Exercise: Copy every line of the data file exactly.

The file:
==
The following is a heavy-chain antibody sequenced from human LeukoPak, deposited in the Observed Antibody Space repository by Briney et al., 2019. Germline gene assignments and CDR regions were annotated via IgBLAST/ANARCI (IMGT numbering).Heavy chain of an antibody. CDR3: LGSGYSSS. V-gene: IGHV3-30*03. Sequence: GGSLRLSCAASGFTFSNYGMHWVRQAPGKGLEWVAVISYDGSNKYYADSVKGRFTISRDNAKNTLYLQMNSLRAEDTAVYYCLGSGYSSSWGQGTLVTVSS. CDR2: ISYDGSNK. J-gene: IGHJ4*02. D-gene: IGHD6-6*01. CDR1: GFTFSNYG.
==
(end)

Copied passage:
The following is a heavy-chain antibody sequenced from human LeukoPak, deposited in the Observed Antibody Space repository by Briney et al., 2019. Germline gene assignments and CDR regions were annotated via IgBLAST/ANARCI (IMGT numbering).Heavy chain of an antibody. CDR3: LGSGYSSS. V-gene: IGHV3-30*03. Sequence: GGSLRLSCAASGFTFSNYGMHWVRQAPGKGLEWVAVISYDGSNKYYADSVKGRFTISRDNAKNTLYLQMNSLRAEDTAVYYCLGSGYSSSWGQGTLVTVSS. CDR2: ISYDGSNK. J-gene: IGHJ4*02. D-gene: IGHD6-6*01. CDR1: GFTFSNYG.